Forum for Science, Industry and Business

Sponsored by:     3M 
Search our Site:


Duke scientists build a living patch for damaged hearts

Duke University biomedical engineers have grown three-dimensional human heart muscle that acts just like natural tissue. This advancement could be important in treating heart attack patients or in serving as a platform for testing new heart disease medicines.

The "heart patch" grown in the laboratory from human cells overcomes two major obstacles facing cell-based therapies – the patch conducts electricity at about the same speed as natural heart cells and it "squeezes" appropriately. Earlier attempts to create functional heart patches have largely been unable to overcome those obstacles.

The source cells used by the Duke researchers were human embryonic stem cells. These cells are pluripotent, which means that when given the right chemical and physical signals, they can be coaxed by scientists to become any kind of cell – in this case heart muscle cells, known as cardiomyocytes.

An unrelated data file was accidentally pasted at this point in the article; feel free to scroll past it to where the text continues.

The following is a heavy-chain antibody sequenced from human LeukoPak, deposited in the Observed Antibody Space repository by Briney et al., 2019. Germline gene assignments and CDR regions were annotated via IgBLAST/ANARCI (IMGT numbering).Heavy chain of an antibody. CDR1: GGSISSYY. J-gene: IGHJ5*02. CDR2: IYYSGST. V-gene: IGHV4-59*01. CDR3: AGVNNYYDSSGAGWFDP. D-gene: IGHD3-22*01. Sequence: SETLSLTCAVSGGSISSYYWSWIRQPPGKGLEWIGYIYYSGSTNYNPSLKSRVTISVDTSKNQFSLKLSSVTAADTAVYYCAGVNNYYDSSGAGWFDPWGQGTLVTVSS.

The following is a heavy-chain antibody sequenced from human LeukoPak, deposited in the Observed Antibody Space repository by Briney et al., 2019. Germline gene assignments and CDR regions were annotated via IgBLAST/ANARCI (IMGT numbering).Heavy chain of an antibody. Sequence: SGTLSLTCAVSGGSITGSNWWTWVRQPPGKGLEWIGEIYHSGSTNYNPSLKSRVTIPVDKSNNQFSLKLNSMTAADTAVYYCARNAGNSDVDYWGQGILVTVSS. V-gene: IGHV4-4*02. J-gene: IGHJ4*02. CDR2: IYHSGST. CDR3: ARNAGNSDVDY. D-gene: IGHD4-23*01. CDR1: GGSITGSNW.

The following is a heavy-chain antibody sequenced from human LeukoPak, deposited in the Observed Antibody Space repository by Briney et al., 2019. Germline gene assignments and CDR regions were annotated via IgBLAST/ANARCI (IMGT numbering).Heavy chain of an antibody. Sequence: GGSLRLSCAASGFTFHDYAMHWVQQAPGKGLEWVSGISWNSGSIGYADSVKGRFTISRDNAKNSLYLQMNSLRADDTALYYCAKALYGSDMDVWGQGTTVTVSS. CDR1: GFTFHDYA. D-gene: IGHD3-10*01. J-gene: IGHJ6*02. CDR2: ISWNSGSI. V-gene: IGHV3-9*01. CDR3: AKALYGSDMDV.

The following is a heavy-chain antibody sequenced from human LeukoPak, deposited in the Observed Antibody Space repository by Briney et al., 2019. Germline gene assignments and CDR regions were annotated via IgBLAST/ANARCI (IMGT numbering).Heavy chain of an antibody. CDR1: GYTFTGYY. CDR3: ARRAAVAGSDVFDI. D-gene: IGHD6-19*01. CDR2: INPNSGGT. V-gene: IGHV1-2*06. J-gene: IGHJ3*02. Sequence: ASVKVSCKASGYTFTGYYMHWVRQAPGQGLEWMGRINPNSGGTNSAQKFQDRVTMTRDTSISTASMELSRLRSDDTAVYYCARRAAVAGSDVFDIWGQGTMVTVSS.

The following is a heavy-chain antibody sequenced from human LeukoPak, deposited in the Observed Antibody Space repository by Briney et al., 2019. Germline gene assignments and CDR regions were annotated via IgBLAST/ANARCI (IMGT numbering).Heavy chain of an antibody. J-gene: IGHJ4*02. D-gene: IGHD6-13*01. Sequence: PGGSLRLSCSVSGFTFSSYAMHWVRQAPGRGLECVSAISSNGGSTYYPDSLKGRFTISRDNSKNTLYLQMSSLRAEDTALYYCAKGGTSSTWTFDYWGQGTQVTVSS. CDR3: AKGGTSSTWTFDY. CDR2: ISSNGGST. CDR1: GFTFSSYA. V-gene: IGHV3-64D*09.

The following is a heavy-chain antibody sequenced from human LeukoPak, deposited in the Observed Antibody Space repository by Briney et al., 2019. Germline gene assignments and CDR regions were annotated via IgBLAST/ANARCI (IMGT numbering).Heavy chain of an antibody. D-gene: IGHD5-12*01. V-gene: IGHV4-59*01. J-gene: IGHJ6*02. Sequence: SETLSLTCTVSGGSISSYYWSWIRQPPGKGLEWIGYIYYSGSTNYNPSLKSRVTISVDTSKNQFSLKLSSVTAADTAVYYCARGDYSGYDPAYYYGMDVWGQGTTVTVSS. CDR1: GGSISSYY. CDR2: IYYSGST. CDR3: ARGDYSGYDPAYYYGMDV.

"The structural and functional properties of these 3-D tissue patches surpass all previous reports for engineered human heart muscle," said Nenad Bursac, associate professor of biomedical engineering at Duke's Pratt School of Engineering. "This is the closest man-made approximation of native human heart tissue to date."

The results of Bursac's research, which is supported by the National Heart Lung and Blood Institute, were published on-line in the journal Biomaterials.

Bursac said this approach does not involve genetic manipulation of cells.

"In past studies, human stem cell-derived cardiomyocytes were not able to both rapidly conduct electrical activity and strongly contract as well as normal cardiomyocytes," Bursac said. "Through optimization of a three-dimensional environment for cell growth, we were able to 'push' cardiomyocytes to reach unprecedented levels of electrical and mechanical maturation."